That was the claim in Indiana recently, that Common Core was not good enough for Hoosier children. So that state abandoned CCSS and released its own standards that are, well, mostly copied and pasted from the CCSS. Seriously! Read them and see! As even members of Walker’s party are telling him, you put smart people in a room and ask them what children should know to be college ready, and they’re pretty much going to come up with something like what is currently in the Common Core, and you’ll have just wasted everyone’s time and money.
But clearly, Walker thinks that riding the wave of conservative anti-CCSS paranoia will get him votes in November, and doesn’t care about wasting time and money. But isn’t that what we’ve come to expect from him by now?
Postscript: I’ve spent a lot of time over the past couple of years examining my stance on Common Core in terms of the No True Scotsman fallacy. I do that in part because as a liberal blogger throughout the aughts I marveled at how quickly “conservatives” branded George W. Bush as not a true conservative when Bush became toxic following Hurricane Katrina, exploding deficits, the debacle that was Iraq and more. And how, indeed, today’s conservatives have to cast back to Reagan — and not even the real Reagan, but an imaginary version — to find a true conservative icon. The joke among my set was “Conservatism cannot fail, it can only be failed.”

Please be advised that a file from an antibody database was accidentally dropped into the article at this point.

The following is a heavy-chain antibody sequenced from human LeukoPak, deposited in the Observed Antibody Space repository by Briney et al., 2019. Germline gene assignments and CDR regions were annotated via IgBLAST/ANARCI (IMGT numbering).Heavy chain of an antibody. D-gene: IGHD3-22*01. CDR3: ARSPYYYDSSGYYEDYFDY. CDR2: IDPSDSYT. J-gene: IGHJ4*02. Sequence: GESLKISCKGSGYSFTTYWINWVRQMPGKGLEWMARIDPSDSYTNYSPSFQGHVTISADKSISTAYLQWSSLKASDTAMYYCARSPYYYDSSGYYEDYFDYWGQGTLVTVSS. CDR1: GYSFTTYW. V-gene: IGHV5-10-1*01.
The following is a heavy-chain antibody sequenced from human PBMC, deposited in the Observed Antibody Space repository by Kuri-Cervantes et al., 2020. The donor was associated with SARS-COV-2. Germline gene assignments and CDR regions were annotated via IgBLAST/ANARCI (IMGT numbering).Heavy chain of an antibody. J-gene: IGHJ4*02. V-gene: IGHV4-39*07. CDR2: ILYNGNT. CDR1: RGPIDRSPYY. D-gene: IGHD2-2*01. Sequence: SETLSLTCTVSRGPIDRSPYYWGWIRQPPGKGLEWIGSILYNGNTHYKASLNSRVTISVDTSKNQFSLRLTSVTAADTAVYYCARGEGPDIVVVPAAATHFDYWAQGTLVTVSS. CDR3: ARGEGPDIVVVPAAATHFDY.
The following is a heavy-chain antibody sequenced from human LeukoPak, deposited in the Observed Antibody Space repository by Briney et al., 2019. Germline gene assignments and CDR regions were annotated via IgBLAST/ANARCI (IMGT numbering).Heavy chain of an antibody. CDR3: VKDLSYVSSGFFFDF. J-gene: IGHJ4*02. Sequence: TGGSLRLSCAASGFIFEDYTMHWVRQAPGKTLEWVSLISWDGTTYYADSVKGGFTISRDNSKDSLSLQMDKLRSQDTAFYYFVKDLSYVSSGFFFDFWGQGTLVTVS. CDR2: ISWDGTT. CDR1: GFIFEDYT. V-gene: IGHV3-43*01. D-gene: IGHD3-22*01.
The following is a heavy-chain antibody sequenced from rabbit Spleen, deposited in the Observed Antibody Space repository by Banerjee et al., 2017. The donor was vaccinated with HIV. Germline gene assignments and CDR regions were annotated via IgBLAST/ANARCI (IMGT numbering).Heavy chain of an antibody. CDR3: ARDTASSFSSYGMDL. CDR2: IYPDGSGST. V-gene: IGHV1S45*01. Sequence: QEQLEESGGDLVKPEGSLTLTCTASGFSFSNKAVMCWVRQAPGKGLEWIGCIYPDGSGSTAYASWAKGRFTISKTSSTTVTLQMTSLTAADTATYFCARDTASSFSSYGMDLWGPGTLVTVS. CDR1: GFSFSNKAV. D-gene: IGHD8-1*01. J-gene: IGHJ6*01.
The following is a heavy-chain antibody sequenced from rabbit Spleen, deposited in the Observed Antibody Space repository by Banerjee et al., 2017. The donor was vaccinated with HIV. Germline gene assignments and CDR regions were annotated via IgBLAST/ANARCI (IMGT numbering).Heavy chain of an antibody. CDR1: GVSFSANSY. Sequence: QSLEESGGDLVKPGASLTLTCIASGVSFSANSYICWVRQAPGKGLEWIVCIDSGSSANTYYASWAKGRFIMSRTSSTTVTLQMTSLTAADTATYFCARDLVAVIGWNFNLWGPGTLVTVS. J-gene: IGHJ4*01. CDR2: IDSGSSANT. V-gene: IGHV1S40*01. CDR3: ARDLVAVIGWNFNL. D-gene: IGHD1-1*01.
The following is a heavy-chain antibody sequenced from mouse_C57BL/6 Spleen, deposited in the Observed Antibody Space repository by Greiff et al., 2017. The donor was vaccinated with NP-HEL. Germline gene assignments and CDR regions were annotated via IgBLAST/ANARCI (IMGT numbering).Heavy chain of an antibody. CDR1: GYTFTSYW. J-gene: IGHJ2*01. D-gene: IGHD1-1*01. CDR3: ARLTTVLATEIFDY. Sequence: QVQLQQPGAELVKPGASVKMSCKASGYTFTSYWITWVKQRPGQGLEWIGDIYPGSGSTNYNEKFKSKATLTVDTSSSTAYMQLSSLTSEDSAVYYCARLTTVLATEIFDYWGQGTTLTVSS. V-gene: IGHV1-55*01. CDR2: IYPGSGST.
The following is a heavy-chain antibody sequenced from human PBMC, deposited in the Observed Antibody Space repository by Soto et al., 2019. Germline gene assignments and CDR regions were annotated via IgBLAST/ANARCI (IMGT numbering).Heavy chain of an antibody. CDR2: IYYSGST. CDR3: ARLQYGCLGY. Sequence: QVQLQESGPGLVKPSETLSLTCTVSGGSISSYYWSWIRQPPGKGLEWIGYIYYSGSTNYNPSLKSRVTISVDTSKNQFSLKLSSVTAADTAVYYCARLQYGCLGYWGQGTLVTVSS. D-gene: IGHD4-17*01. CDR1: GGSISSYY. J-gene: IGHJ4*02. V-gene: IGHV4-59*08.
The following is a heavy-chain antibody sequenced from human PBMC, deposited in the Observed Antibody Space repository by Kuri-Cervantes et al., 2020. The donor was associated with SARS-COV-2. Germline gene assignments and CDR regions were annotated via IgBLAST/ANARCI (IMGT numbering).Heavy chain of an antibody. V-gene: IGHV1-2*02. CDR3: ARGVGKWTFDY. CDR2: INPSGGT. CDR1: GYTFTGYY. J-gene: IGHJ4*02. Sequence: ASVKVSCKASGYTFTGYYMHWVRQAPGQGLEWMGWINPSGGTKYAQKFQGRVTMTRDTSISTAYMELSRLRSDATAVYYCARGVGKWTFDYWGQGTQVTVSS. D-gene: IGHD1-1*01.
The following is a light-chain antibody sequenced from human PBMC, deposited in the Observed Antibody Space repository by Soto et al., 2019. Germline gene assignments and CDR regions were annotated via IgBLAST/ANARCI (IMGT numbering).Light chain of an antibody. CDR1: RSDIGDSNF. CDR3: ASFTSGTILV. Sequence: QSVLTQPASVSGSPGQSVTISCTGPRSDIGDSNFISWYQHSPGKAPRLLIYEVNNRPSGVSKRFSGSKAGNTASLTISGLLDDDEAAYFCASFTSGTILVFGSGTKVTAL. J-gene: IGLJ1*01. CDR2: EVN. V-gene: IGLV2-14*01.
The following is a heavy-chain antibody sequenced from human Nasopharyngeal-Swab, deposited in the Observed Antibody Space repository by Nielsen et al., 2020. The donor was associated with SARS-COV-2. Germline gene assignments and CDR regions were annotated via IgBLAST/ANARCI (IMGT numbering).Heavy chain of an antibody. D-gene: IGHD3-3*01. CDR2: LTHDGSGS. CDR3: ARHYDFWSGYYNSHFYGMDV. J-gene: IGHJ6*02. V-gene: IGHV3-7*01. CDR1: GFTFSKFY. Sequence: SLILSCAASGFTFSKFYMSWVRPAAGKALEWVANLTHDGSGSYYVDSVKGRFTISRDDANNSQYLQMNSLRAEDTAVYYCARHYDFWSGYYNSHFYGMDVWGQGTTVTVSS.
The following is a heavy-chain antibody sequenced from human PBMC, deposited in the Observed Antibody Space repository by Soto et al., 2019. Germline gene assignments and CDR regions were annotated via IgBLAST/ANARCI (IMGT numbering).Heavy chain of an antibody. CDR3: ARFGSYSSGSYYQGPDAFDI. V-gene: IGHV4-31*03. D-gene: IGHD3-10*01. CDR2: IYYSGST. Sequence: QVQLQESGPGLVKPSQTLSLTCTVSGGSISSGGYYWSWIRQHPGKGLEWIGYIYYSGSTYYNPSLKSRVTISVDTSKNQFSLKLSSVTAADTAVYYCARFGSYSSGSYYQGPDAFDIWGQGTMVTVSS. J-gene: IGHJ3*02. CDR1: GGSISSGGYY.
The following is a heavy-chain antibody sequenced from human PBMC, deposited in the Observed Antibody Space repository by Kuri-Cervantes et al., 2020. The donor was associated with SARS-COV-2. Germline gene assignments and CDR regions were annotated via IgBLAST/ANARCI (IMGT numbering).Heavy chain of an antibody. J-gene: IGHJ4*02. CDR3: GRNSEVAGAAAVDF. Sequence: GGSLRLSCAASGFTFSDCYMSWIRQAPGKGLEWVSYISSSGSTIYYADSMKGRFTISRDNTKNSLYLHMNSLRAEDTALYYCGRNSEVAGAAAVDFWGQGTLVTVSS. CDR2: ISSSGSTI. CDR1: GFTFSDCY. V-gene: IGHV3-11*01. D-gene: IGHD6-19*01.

In other words, I wonder if I am suffering the same failure, thinking the Common Core cannot fail, it can only be failed. I worry that I can’t acknowledge the faults in the standards themselves and instead only blame others: the testing industry, stupid critics who haven’t read the standards, Bill Gates, even Reagan his own self for that matter. I don’t think so. Aside from my reservations noted above, I can’t put my finger on anything wrong or even really missing from the standards. But go ahead — prove me wrong in the comments.